This week I decided to post another typical Colombian recipe, the ajiaco santafereño or bogotano. For those of you who are not very familiar with Colombia, the name santafereño comes from the official name of the capital of Colombia which is Santa Fé de Bogotá, that’s the reason why some call it ajiaco santafereño, others call it ajiaco bogotano and others simply call it ajiaco. Because this recipe is made mainly by the people who live in the capital, I never had it while living in Colombia because I was born and practically raised in Medellín. It wasn’t until years ago that I was curious about it and because there aren’t any good Colombian restaurants close to where I live, I had to find out how to make this recipe, learn it and adapt it to my personal taste. The first time I found this recipe was in an old Colombian cookbook I have but it didn’t help much because not only is it badly written, it also has the amounts in grams and pounds which I’m not very familiar with. So, I kept researching and then I found several recipes online that kind of explained how to make it, one of them by The Washington Post (who knew?!) and I finally ended up combining many of these recipes into one which I’m sharing with you today.
In my opinion, what makes a good ajiaco special are three key ingredients. First, the papa criolla, which is a yellow potato that grows in the Andes mountains, it has a very unique scent and flavor and that is why it is essential for this recipe. It is sold in the US, either bottled or frozen, by many Latin grocery stores or even online. If you can’t find it anywhere you can substitute it with a regular yellow potato; however, I have to say that your ajiaco won’t have the same flavor. The second ingredient are the guascas which are called quickweed or gallant soldier in English and are only found fresh in Colombia since they’re considered a type of weed anywhere else. These guascas, just like the papa criolla, also have a unique scent and flavor and to me they kind of smell like banana leaves, the ones used for Colombian tamales. These are sold dehydrated or dried here in the US at Latin grocery stores or online. In another Colombian food blog I saw that they recommended using oregano as a substitute but in all honesty I doubt that an ajiaco would taste the same. And the last ingredient is corn. Try to find the whitest corn cobs you can find because the yellow ones that are usually found here in the US have a lot of sugar and your ajiaco will end up being too sweet.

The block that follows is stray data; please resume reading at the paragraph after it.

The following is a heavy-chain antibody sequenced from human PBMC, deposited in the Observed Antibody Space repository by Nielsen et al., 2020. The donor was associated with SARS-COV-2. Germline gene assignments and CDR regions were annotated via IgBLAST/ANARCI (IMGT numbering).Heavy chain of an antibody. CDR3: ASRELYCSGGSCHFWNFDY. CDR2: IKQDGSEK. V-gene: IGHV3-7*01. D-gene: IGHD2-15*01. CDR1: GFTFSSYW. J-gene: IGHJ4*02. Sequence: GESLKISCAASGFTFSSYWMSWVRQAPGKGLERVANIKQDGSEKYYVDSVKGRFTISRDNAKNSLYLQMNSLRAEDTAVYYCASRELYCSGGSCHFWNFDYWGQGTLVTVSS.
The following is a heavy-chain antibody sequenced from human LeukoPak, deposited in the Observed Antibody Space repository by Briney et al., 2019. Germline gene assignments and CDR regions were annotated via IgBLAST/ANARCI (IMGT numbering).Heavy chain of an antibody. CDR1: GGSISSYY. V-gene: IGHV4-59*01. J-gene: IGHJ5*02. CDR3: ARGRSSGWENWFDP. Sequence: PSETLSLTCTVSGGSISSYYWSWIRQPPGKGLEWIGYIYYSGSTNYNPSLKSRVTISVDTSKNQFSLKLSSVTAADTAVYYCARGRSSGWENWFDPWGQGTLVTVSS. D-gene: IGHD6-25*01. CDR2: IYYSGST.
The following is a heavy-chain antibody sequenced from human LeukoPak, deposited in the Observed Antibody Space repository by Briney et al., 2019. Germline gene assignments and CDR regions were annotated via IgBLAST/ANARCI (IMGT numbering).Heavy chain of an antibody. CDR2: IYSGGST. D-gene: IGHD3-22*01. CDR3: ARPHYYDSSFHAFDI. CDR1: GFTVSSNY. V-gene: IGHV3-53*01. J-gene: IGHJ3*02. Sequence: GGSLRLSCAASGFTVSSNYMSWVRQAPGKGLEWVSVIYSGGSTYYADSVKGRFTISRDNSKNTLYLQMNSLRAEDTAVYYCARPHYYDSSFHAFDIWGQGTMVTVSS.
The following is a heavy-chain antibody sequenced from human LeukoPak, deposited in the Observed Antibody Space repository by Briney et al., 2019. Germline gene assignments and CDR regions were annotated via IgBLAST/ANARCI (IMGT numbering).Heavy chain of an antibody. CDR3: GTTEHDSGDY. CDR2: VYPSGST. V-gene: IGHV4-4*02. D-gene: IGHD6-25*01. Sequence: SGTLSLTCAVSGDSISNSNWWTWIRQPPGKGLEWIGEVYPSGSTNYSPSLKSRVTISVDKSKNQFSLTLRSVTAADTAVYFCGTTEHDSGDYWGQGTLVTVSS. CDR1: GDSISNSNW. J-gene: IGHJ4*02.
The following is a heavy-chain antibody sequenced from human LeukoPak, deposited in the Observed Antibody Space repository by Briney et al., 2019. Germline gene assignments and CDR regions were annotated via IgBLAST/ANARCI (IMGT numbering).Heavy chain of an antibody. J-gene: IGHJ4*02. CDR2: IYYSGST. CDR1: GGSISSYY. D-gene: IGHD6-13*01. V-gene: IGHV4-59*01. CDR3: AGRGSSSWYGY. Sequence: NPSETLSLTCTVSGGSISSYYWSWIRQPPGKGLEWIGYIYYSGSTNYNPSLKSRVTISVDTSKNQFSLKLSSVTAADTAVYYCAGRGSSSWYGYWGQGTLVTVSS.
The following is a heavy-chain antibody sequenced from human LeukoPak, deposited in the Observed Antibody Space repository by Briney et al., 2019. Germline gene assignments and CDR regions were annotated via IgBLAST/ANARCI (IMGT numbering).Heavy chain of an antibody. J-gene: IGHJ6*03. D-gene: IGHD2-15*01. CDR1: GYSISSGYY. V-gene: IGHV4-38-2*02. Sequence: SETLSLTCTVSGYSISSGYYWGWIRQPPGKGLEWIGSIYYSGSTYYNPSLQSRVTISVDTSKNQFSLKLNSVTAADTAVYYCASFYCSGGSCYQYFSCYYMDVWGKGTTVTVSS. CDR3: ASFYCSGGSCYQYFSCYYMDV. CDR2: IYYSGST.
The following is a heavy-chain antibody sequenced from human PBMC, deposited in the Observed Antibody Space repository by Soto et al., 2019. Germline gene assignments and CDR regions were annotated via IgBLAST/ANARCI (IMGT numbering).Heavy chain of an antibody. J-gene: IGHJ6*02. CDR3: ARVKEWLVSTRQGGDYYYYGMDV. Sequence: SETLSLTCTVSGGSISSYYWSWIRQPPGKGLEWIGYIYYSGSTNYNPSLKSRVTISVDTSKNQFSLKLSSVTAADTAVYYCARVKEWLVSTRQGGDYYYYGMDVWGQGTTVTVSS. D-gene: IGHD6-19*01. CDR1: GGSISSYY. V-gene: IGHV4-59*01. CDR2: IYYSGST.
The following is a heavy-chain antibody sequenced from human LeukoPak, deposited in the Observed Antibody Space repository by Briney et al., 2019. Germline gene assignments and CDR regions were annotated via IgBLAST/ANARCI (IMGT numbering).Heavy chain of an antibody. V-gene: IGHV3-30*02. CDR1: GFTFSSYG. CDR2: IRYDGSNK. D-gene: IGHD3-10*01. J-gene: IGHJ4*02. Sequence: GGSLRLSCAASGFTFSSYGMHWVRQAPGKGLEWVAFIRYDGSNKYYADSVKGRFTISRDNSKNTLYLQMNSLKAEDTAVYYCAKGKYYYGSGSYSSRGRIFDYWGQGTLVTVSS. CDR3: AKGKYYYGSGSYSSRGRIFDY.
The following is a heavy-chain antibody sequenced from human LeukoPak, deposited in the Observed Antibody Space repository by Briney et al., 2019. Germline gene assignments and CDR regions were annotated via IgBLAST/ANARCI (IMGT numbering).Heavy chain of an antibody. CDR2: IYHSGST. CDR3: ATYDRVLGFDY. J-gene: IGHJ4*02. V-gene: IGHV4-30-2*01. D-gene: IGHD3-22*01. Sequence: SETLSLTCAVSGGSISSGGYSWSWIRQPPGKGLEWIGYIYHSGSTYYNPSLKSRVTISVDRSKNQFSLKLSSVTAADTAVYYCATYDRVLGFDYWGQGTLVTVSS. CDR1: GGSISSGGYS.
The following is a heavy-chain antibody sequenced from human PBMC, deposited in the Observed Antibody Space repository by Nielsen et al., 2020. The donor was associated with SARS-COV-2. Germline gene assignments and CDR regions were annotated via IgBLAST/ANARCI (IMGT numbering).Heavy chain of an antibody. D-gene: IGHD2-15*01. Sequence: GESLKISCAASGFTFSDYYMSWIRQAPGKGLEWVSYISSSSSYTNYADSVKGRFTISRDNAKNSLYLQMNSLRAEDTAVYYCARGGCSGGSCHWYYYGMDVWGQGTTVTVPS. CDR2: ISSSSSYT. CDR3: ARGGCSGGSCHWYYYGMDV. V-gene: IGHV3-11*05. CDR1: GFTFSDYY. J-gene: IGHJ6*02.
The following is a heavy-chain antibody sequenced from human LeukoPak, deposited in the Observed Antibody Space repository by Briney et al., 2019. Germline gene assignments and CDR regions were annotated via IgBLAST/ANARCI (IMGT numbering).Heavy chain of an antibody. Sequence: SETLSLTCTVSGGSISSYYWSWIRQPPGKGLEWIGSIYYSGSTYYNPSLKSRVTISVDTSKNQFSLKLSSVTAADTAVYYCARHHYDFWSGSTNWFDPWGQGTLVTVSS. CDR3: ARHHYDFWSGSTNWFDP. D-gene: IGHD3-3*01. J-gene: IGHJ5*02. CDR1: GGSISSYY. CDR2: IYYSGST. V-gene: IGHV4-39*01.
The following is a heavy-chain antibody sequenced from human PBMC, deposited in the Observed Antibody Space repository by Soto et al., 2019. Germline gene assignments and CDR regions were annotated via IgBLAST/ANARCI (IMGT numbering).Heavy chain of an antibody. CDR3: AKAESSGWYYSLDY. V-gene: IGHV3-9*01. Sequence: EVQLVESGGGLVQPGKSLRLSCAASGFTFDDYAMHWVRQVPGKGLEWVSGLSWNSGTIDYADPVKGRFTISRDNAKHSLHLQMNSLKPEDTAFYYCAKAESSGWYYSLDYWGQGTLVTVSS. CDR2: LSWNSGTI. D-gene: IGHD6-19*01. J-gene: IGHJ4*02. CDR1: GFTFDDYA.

And the last thing I can recommend is to try not to be intimidated by this recipe because it’s really easy to make as long as you have all of the ingredients ready. Take your time because it can be time consuming and enjoy it with your family on a nice weekend. You’ll see that everybody will ask for seconds and you’ll remember our beautiful country between each bite.